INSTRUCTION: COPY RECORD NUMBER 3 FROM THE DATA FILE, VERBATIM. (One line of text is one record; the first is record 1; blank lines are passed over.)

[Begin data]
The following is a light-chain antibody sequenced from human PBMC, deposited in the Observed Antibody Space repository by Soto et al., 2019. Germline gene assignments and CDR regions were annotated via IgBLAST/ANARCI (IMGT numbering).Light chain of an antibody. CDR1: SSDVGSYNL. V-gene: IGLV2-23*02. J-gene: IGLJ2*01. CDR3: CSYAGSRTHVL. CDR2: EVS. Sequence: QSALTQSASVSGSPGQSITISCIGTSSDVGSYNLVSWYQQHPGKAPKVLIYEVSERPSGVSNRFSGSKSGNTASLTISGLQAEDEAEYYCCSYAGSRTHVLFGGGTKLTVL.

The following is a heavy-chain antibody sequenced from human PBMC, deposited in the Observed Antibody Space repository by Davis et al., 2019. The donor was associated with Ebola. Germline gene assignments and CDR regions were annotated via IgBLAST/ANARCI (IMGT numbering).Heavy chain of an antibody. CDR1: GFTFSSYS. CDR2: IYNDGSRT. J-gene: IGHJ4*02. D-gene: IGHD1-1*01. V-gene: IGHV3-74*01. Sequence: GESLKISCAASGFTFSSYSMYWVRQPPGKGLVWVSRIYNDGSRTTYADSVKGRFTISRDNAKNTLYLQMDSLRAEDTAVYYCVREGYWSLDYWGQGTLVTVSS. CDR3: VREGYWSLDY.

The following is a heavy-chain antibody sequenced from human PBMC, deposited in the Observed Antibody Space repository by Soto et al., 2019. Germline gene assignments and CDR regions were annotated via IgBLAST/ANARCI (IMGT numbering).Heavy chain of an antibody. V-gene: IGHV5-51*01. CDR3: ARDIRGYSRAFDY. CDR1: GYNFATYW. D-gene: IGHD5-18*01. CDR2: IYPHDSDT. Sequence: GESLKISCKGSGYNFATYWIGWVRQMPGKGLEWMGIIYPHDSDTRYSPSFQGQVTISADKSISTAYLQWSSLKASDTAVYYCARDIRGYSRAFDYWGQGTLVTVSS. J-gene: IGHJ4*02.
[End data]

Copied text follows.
The following is a heavy-chain antibody sequenced from human PBMC, deposited in the Observed Antibody Space repository by Soto et al., 2019. Germline gene assignments and CDR regions were annotated via IgBLAST/ANARCI (IMGT numbering).Heavy chain of an antibody. V-gene: IGHV5-51*01. CDR3: ARDIRGYSRAFDY. CDR1: GYNFATYW. D-gene: IGHD5-18*01. CDR2: IYPHDSDT. Sequence: GESLKISCKGSGYNFATYWIGWVRQMPGKGLEWMGIIYPHDSDTRYSPSFQGQVTISADKSISTAYLQWSSLKASDTAVYYCARDIRGYSRAFDYWGQGTLVTVSS. J-gene: IGHJ4*02.